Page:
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  1. #1
    Barry S's Avatar
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    Building a darkroom sink stand

    I just got a darkroom sink for a workshop/studio space I'm setting up and I'm trying to figure out how to build a support stand. It's a plastic formed sink with a lip around the edges and I wondering if I should just build a simple table or some kind of frame to support the lip. Any suggestions for the design would be great--thanks.


  2. #2
    dpurdy's Avatar
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    If it was me, I would just get a stack of 2x4s and build a simple supporting sort of box to sit the sink in with stout legs and another frame around the legs half way down to put a shelf on and cover that with ply wood.

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    DanielStone's Avatar
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    put it on 4x4 or 4x6, with 2x4's for bracing support.

    sinks can get REEEEEEAAAAAALLLLLLLYYYYYYY heavy, especially if you have a couple big trays.

    6" bolts should do the trick as main fasteners.

    or, you can just watch your local craigslist, and watch for a sturdy table, or deskt that you can mount this on. you might have to drill a hole for the drain though, when you hook up plumbing

    just leave the thin on the TOP of the table, UNLESS ITS PERMANENT.

    -Dan


  4. #4

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    I agree with building your own stand and suggest you consider a slightly more elaborate design that would permit adjustable shelves under the sink.
    you could also design it so there is some type of support that will permit removable plywood covers for the sink which will add work space when the sink is not in use. Thirty + years ago I built my own sink painted with polyester and made it with the covers I mentioned. Since space was limited that design has been great.

  5. #5
    Rick A's Avatar
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    No need to go THAT heavy duty-I have a 55gal aquarium on a stand made from 2x2 and 1x4, after all, what does a gallon of water weigh. If you design your stand properly, it doesn't use very much wood. I would use six legs, with a 1x4 top band,another band about 6"-8" above floor with a shelf on it. I really dont see you filling it with water, most likely, you'll have trays sitting in it.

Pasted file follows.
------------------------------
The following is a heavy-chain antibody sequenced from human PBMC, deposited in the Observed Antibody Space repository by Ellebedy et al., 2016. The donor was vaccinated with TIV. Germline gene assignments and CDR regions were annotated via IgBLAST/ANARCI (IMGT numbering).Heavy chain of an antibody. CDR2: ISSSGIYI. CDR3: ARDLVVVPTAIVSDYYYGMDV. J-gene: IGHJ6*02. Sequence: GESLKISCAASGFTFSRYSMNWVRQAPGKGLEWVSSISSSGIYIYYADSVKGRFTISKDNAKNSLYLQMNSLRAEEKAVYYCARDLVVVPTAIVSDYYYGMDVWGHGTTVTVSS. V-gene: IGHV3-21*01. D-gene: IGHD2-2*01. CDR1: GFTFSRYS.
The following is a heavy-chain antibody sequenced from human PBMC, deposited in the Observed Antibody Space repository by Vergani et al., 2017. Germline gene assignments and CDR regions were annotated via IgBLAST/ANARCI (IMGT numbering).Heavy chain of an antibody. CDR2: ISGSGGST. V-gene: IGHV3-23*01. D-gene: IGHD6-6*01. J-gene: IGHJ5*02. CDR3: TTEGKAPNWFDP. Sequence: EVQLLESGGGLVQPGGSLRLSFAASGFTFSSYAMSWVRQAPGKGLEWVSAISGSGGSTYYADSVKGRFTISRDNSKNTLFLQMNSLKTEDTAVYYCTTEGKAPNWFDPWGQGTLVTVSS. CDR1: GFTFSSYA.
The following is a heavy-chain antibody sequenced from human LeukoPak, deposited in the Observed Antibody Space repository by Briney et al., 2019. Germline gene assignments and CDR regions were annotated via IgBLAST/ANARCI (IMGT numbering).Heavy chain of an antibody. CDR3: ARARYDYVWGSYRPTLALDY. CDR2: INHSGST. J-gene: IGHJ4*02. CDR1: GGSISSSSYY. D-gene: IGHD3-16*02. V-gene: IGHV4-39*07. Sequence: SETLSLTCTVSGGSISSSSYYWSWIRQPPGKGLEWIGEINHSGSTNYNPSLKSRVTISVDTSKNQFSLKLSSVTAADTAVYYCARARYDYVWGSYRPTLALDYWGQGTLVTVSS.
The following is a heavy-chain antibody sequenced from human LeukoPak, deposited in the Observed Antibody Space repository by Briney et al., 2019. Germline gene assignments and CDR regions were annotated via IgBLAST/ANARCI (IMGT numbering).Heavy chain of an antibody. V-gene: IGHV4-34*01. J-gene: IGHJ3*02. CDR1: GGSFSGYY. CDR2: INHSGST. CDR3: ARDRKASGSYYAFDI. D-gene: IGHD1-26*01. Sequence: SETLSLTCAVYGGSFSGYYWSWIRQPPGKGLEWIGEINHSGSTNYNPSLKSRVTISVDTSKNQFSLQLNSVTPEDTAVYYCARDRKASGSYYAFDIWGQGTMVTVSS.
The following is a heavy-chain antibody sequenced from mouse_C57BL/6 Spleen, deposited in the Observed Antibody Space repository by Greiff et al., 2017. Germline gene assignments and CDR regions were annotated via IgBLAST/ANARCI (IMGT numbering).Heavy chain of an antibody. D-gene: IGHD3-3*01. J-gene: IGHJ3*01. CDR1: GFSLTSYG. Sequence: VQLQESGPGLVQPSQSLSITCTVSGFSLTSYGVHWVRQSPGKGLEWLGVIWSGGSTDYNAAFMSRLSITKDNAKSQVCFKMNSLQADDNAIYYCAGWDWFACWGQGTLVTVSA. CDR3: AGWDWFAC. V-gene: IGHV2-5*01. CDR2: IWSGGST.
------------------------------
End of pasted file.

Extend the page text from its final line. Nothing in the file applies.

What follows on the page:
Rick

  6. #6
    Barry S's Avatar
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    The sink itself is surprisingly light weight and I don't envision ever filling it up with water. It fits a maximum of four 16x20 trays, so that would be my limit. I guess the biggest weight variable is whether I'd use my 16x20 Gravity Works print washer in the sink. The washer has got to be 200 pounds when it's full. I might just keep it on a separate cart because I'm not even sure the built in ribs at the bottom of the sink would withstand the pressure. The storage on the bottom would be a good idea, since I'm short on space.

  7. #7

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    Adding to what I mentioned , If you do construct a support make it so a tray or print washer can be outside of the sink and draining into the sink. I can't really tell what the dimensions of the sink are nor what maximum size trays you will use. For archival processing you would need room for five trays (if toning after the wash - six if before). There are "tray stackers" available if needed. I need them when going 16x20.

  8. #8
    billdlv's Avatar
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    Um yeah actually water is pretty heavy, a gallon weighs about 8 pounds. If you have a 16x20 inch tray, say the actual dimensions are 17x21, with 1 inch of water would weigh about 13 pounds.

    2x4s and a frame to hold the plywood top should be adequate.

  9. #9
    Mike Wilde's Avatar
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    My sink (DIY fibregalss over 3/4" plywood, I made 24 years ago now) sits on a frame of 2x4's. There is a shelf half way up on the underneath that does not come out full depth, so you don't bang your knees. The legs are made of a length so that I don't have to bend at all to work on prints in trays if the trays are at the front of the sink. Under the sink I have racks that hold print drying screens on one side. On the non screen side, the shelf holds 4x5 tanks, and small trays, as well as my magnetic stirrer.

    The floor under the sink holds gallon glass jugs, and other large liquid jugs. Otherwise, liquid solutions sit on 8" deep shelves that attach to rails affixed to the wall behind the sink.

    I wish I had your luck of a sink that is capable of 16x20 trays. When I go that big I go to the tp of the washer and dryer next door in the laundry room.
    my real name, imagine that.

  10. #10

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    Dear Barry,

    Lumber is cheap. I would support the bottom of the sink.

    Neal Wydra

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